This time it’s Brooklyn playwright Jackie Sibblies Drury’s nervy farce-meets-race-riot “We Are Proud to Present a Presentation About the Herero of Namibia, Formerly Known as South West Africa, From the German Sudwestafrika, Between the Years 1884-1915,” which will now run through April 10.
The play follows a troupe of actors — half black, half white — as they struggle to prepare for a presentation about the first genocide of the 20th century: Germany’s extermination of 80 percent of the Herero people in what is now Namibia (an act viewed as a precursor to the Holocaust). However, rehearsals devolve and the group is nudged over the edge by simmering questions about race, authenticity and truth. Can the reality of the genocide even be accessed by the actors, whose only historical source material is a collection of letters written by German soldiers — and whose cultural touchstones are stubbornly, almost bizarrely American?
As part of our “What Are You Looking At?” series, State of Wonder producer Aaron Scott invited Kimberly Howard, program officer at the PGE Foundation and former head of the Oregon Cultural Trust and the Interstate Firehouse Cultural Center, to see and discuss the show. Here are some highlights from their conversation.
On the feeling in the theater after the play ended …
Aaron Scott: I don’t think I’ve ever left a theater that was that silent for the outgoing audience.
Kimberly Howard: I’m still pretty speechless. It’s not just that it was silent, but that people didn’t know what to do. I’ve been in silent end-of-shows before, and it was silent because it was moving. But this seemed like it was silent because it was so confusing. What do we do? Do you applaud that?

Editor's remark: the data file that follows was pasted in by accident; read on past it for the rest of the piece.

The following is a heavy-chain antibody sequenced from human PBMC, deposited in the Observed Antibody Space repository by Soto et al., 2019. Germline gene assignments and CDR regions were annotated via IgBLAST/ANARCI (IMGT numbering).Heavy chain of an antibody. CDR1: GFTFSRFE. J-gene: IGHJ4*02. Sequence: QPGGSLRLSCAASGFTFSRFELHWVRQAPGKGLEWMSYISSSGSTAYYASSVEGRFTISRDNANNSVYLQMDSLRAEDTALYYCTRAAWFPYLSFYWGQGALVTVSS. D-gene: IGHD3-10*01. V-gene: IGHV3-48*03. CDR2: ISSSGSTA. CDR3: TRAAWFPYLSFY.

On how we do history…
KH: Hearing references to nooses and hangings in a play about a genocide that happened to people of our ancestry is hard. It’s bitter; there’s an edge to it that is razor, razor sharp. As all the actors on stage are trying to figure this out. They begin to layer on references that they understand, because there are slight echoes.
AS: We start to project our own history and our own ideas of history. That seemed to play out more and more as it builds to a crescendo. The white actors, who are playing the Germans, had said at the beginning, “We are not speaking in accents.” And all of a sudden, they are speaking in Southern accents. It takes it to a whole new meaning. The idea is that, as we try to get into this history, we end up telling our own history.
On the cast…
KH: The ensemble was very strong, and they were consistently in the same play, which doesn’t always happen. Chantal DeGroat, Black Woman/artistic director, is always a joy to watch onstage. She is so present in her body and so physically connected to the work, she just radiates this strength on stage, and she’s a delight to watch. Chris Harder was hilarious. I love watching him perform and seeing the things he comes up with. Vin Shambry: strong, strong performer. Powerful, powerful ending and how he takes that journey in the show was just a joy to watch as well.
On questions the play asks but does not answer…
AS: It seems the play is not supposed to be easy, it’s not supposed to be answerable. It literally leaves with questions.
KH: Yeah, and a big hollow feeling that I’m not sure those questions can be answered.
AS: And does that, to you, make it a successful piece of theater?
KH: Yes. In the middle of it, I wasn’t sure that that would be true. There was a point where I was tired of the concept; it became a little bit trite and too cute. But then they broke free of it to get to the meat of it. And then I came back and realized, “Wow, I’m not going to be able to sleep tonight because I’m going to still be wondering about this.”